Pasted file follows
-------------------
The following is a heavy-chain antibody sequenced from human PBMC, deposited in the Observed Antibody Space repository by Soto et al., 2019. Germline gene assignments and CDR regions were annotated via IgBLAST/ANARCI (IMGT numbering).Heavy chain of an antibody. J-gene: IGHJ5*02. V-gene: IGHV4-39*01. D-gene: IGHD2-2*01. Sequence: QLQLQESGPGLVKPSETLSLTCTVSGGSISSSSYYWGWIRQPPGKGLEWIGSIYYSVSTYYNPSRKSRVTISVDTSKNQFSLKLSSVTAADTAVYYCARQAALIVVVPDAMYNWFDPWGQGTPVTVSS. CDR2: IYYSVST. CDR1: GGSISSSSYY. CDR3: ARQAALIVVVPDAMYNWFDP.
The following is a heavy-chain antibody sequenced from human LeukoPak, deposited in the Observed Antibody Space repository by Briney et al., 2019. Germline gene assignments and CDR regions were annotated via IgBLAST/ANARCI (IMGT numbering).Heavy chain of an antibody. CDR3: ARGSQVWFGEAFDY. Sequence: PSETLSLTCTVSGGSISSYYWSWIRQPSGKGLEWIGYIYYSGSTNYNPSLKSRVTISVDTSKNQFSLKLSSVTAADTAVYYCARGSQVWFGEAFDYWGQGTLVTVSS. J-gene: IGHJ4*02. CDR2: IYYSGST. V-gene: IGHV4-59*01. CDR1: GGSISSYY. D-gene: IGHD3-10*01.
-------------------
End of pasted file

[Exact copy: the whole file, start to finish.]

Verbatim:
The following is a heavy-chain antibody sequenced from human PBMC, deposited in the Observed Antibody Space repository by Soto et al., 2019. Germline gene assignments and CDR regions were annotated via IgBLAST/ANARCI (IMGT numbering).Heavy chain of an antibody. J-gene: IGHJ5*02. V-gene: IGHV4-39*01. D-gene: IGHD2-2*01. Sequence: QLQLQESGPGLVKPSETLSLTCTVSGGSISSSSYYWGWIRQPPGKGLEWIGSIYYSVSTYYNPSRKSRVTISVDTSKNQFSLKLSSVTAADTAVYYCARQAALIVVVPDAMYNWFDPWGQGTPVTVSS. CDR2: IYYSVST. CDR1: GGSISSSSYY. CDR3: ARQAALIVVVPDAMYNWFDP.
The following is a heavy-chain antibody sequenced from human LeukoPak, deposited in the Observed Antibody Space repository by Briney et al., 2019. Germline gene assignments and CDR regions were annotated via IgBLAST/ANARCI (IMGT numbering).Heavy chain of an antibody. CDR3: ARGSQVWFGEAFDY. Sequence: PSETLSLTCTVSGGSISSYYWSWIRQPSGKGLEWIGYIYYSGSTNYNPSLKSRVTISVDTSKNQFSLKLSSVTAADTAVYYCARGSQVWFGEAFDYWGQGTLVTVSS. J-gene: IGHJ4*02. CDR2: IYYSGST. V-gene: IGHV4-59*01. CDR1: GGSISSYY. D-gene: IGHD3-10*01.